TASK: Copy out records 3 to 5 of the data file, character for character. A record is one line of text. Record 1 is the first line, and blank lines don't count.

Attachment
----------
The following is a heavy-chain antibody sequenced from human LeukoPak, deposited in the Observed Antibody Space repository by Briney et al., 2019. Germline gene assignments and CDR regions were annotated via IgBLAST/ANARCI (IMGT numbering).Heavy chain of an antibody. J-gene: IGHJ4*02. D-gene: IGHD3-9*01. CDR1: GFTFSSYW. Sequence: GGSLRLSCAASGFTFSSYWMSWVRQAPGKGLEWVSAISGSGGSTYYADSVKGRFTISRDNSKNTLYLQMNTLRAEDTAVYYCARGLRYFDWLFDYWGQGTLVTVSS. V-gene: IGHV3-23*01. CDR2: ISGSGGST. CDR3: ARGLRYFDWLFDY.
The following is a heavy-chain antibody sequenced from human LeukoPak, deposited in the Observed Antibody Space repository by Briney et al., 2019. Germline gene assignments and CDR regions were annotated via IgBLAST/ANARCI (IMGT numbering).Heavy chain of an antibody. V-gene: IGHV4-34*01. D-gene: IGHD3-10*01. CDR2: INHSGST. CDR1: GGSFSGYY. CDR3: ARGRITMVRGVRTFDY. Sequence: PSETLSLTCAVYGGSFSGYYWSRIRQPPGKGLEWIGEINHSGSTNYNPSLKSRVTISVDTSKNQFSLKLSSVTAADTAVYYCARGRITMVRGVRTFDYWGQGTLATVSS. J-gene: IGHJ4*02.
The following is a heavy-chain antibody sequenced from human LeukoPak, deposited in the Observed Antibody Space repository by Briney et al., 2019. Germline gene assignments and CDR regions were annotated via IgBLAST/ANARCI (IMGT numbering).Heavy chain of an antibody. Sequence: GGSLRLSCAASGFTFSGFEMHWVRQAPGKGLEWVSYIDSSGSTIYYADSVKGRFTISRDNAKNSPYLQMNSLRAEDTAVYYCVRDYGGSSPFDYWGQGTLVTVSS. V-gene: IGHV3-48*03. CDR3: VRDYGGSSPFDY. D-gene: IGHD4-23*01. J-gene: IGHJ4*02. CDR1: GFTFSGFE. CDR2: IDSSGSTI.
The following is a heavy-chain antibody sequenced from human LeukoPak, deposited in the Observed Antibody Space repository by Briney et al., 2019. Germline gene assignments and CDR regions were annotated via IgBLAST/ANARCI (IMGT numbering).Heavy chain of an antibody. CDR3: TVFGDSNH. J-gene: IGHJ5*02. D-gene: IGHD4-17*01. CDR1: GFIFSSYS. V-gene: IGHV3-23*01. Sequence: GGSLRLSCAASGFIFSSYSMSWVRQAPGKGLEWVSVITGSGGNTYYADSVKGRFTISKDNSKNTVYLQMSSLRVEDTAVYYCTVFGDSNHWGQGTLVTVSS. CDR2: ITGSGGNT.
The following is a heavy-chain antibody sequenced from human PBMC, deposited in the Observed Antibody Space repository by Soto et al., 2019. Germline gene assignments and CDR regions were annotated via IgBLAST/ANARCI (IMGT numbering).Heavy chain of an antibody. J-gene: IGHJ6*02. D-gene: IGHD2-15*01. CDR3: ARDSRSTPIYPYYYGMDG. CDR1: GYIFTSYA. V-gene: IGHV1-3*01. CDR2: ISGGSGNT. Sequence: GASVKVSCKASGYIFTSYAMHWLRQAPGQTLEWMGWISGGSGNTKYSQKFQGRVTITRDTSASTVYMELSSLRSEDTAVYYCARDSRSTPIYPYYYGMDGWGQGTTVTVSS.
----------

The following is a heavy-chain antibody sequenced from human LeukoPak, deposited in the Observed Antibody Space repository by Briney et al., 2019. Germline gene assignments and CDR regions were annotated via IgBLAST/ANARCI (IMGT numbering).Heavy chain of an antibody. Sequence: GGSLRLSCAASGFTFSGFEMHWVRQAPGKGLEWVSYIDSSGSTIYYADSVKGRFTISRDNAKNSPYLQMNSLRAEDTAVYYCVRDYGGSSPFDYWGQGTLVTVSS. V-gene: IGHV3-48*03. CDR3: VRDYGGSSPFDY. D-gene: IGHD4-23*01. J-gene: IGHJ4*02. CDR1: GFTFSGFE. CDR2: IDSSGSTI.
The following is a heavy-chain antibody sequenced from human LeukoPak, deposited in the Observed Antibody Space repository by Briney et al., 2019. Germline gene assignments and CDR regions were annotated via IgBLAST/ANARCI (IMGT numbering).Heavy chain of an antibody. CDR3: TVFGDSNH. J-gene: IGHJ5*02. D-gene: IGHD4-17*01. CDR1: GFIFSSYS. V-gene: IGHV3-23*01. Sequence: GGSLRLSCAASGFIFSSYSMSWVRQAPGKGLEWVSVITGSGGNTYYADSVKGRFTISKDNSKNTVYLQMSSLRVEDTAVYYCTVFGDSNHWGQGTLVTVSS. CDR2: ITGSGGNT.
The following is a heavy-chain antibody sequenced from human PBMC, deposited in the Observed Antibody Space repository by Soto et al., 2019. Germline gene assignments and CDR regions were annotated via IgBLAST/ANARCI (IMGT numbering).Heavy chain of an antibody. J-gene: IGHJ6*02. D-gene: IGHD2-15*01. CDR3: ARDSRSTPIYPYYYGMDG. CDR1: GYIFTSYA. V-gene: IGHV1-3*01. CDR2: ISGGSGNT. Sequence: GASVKVSCKASGYIFTSYAMHWLRQAPGQTLEWMGWISGGSGNTKYSQKFQGRVTITRDTSASTVYMELSSLRSEDTAVYYCARDSRSTPIYPYYYGMDGWGQGTTVTVSS.